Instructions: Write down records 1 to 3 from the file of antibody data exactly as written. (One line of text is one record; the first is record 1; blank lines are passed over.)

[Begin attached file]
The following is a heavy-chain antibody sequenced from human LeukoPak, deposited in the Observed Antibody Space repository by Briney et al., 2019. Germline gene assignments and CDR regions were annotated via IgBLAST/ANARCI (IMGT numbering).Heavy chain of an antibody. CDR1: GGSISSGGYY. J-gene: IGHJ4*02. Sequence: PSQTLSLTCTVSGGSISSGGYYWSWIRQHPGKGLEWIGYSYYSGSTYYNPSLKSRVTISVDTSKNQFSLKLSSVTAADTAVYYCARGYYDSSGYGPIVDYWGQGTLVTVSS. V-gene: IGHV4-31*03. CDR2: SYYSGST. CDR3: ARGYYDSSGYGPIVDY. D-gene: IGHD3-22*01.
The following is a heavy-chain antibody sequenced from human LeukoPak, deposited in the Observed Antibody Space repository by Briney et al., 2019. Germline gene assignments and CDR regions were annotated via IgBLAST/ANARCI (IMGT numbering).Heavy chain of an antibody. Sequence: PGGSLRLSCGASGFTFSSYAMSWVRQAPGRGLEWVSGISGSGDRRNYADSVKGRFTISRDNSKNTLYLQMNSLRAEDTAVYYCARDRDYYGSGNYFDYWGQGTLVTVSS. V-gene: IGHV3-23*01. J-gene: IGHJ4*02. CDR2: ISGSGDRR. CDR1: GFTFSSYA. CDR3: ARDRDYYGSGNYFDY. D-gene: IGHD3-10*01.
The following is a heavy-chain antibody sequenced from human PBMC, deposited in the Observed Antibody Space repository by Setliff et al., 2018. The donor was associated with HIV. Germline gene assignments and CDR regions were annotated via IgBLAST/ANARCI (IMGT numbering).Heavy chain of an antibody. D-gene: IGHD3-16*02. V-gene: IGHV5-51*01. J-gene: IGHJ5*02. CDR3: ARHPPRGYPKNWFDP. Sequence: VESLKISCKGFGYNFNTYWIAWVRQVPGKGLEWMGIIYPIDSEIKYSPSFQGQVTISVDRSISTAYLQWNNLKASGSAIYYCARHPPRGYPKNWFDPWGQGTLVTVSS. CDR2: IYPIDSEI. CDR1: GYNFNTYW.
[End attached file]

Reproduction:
The following is a heavy-chain antibody sequenced from human LeukoPak, deposited in the Observed Antibody Space repository by Briney et al., 2019. Germline gene assignments and CDR regions were annotated via IgBLAST/ANARCI (IMGT numbering).Heavy chain of an antibody. CDR1: GGSISSGGYY. J-gene: IGHJ4*02. Sequence: PSQTLSLTCTVSGGSISSGGYYWSWIRQHPGKGLEWIGYSYYSGSTYYNPSLKSRVTISVDTSKNQFSLKLSSVTAADTAVYYCARGYYDSSGYGPIVDYWGQGTLVTVSS. V-gene: IGHV4-31*03. CDR2: SYYSGST. CDR3: ARGYYDSSGYGPIVDY. D-gene: IGHD3-22*01.
The following is a heavy-chain antibody sequenced from human LeukoPak, deposited in the Observed Antibody Space repository by Briney et al., 2019. Germline gene assignments and CDR regions were annotated via IgBLAST/ANARCI (IMGT numbering).Heavy chain of an antibody. Sequence: PGGSLRLSCGASGFTFSSYAMSWVRQAPGRGLEWVSGISGSGDRRNYADSVKGRFTISRDNSKNTLYLQMNSLRAEDTAVYYCARDRDYYGSGNYFDYWGQGTLVTVSS. V-gene: IGHV3-23*01. J-gene: IGHJ4*02. CDR2: ISGSGDRR. CDR1: GFTFSSYA. CDR3: ARDRDYYGSGNYFDY. D-gene: IGHD3-10*01.
The following is a heavy-chain antibody sequenced from human PBMC, deposited in the Observed Antibody Space repository by Setliff et al., 2018. The donor was associated with HIV. Germline gene assignments and CDR regions were annotated via IgBLAST/ANARCI (IMGT numbering).Heavy chain of an antibody. D-gene: IGHD3-16*02. V-gene: IGHV5-51*01. J-gene: IGHJ5*02. CDR3: ARHPPRGYPKNWFDP. Sequence: VESLKISCKGFGYNFNTYWIAWVRQVPGKGLEWMGIIYPIDSEIKYSPSFQGQVTISVDRSISTAYLQWNNLKASGSAIYYCARHPPRGYPKNWFDPWGQGTLVTVSS. CDR2: IYPIDSEI. CDR1: GYNFNTYW.